Retention: You want people to come back for more, not just use your product or service once. How often they return varies, and you can choose according to what is appropriate for your brand.

Referrals: How many users ended up advocating for your product, and how many people did they bring in? You can measure according to how many views or people inquiring about your brand, or how many a customer referred and ended up being customers themselves.

Revenue: Measuring revenue isn’t just about the total profit, but also considering the LTV (lifetime value) of a customer. The LTV metric is why there are 4 other stages or metrics that are crucial to measure before revenue.

Lead Generation Tactics for the Digitial Marketing funnel

Marketing is no longer simply launching a campaign and obtaining once-off purchases from buyers. It’s a long game, and over time if done correctly can generate rewarding results for businesses. Avinash Kaushik’s See-Think-Do-Care Model gives strategy suggestions depending on where the buyer is at on the digital marketing funnel.

At the top of the funnel during the Engagement or Acquisition stages brands can employ:

  • Social media: is an effective, low-cost strategy for this stage because people use social media to engage with their friends and family, and to find social proof for products and brands
  • PPC display ads: you want your brand to be seen, even through subliminal messaging for your target market.

When customers are at the middle of the funnel, during the Research, Evaluation or Justification stages brands can use:

  • SEO: is aimed at helping boost the organic search result for a brand which will support prospects who are seeking to make more informed choices about their purchases
  • Video marketing: YouTube is the second largest search engine, and video is a highly preferred type of content.

At the bottom of the funnel, during the Purchasing stage marketers can use:

  • Email marketing: you want to nudge your customers to make a purchase, and then nurture them for repeat business. Email allows you to personalise your marketing efforts too.

Marketing Automation

Now that you know what to do, why do it, and how to measure your success, the last step is execution.

There’s a lot that needs to be done and done well. How do you balance your time or your marketing team’s resources when there are 10 stages to the buyer’s journey, each requiring different strategies to be implemented?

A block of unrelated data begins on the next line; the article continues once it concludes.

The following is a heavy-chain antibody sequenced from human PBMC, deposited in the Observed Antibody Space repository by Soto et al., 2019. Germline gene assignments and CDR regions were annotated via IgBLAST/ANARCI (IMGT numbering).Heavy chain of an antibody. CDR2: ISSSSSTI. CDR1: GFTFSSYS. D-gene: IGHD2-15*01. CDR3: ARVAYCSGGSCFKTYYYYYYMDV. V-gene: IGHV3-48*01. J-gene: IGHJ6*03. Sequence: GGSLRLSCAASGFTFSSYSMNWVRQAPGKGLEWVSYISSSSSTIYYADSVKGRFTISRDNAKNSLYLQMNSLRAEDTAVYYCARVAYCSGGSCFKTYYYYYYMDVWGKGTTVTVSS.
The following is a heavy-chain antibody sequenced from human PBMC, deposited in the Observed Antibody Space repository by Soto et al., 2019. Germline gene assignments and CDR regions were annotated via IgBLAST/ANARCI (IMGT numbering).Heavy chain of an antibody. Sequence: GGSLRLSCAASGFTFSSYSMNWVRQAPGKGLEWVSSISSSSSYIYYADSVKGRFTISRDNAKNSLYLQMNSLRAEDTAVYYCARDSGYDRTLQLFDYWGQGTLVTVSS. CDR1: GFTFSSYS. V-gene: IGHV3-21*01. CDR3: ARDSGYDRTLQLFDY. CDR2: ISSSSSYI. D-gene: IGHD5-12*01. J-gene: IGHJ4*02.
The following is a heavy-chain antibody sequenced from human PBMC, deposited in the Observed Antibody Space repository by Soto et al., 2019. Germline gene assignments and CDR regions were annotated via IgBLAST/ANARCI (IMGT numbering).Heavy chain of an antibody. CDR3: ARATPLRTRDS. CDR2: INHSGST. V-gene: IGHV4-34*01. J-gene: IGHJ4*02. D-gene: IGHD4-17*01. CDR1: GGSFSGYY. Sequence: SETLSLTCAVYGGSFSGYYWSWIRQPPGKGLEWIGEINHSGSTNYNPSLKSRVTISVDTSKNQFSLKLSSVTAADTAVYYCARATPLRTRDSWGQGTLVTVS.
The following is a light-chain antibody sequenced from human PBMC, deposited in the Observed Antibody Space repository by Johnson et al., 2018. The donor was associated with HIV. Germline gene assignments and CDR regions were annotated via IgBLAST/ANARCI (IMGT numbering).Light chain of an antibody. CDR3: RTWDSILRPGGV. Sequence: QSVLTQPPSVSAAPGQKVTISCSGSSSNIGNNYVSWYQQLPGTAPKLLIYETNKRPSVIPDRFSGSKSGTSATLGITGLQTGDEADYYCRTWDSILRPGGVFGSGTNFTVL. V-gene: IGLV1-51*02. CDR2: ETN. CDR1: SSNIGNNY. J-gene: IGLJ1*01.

This is where marketing automation comes in.

Marketing automation, according to Hubspot, “refers to the software that exists with the goal of automating marketing actions.” It is often done for repetitive tasks like email marketing and social media posting.

Here’s how you get started on automating some of your marketing tasks:

  • Identify the repetitive tasks. These lend well to marketing automation because you can find software as a service (SaaS) options that will help you publish or post at optimum times every time without manually doing it yourself every time.
  • Prepare content beforehand. When you have automated systems in place, you can set aside a time block to create content for the upcoming week or even month. This ensures you have something well-crafted to put out when necessary.
  • Segment your audience. Not everyone will be on the same stage of the buyer’s journey, and you need to be able to quickly assess and respond to them appropriately. Segmenting keeps you on track on who’s where on the sales marketing funnel.
  • Personalise your content and campaigns. Establishing a connection to the buyer encourages loyalty to your brand. Remember that you are communicating with people who like communicating with other people.

Some common tools used to automate tasks in your digital marketing funnel include:

  • Mailchimp or Drip for emails
  • Zapier
  • Buzzsumo
  • Buffer or MeetEdgar
  • Marketo
  • Pardot

The shift to an expanded marketing funnel compared with the classic AIDA model has accommodated our current area of digital disruption, but this is by no means the end of this marketing shift.

Experts predict that the future of marketing includes Account-Based Marketing (ABM), where brands instead identify their target companies or groups, expand to decision makers, engage with them through personalised marketing plans, and convert them to advocates.

This trend essentially ‘flips the funnel’, where brands will start off with a narrow list of target entities. This targeted approach hopes to help address the problem of marketers having a hard time getting their prospect’s attention.

As brands and companies (especially B2B) start adopting the ABM approach, one thing is clear: marketers and brands need to stay on top of industry practices and adjust rapidly to changes.

Agility is key to growing your brand, and agility in marketing strategies is now more important than ever.

 

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Learn how to maximise your funnel’s effectiveness and drive results by developing a solid digital marketing strategy.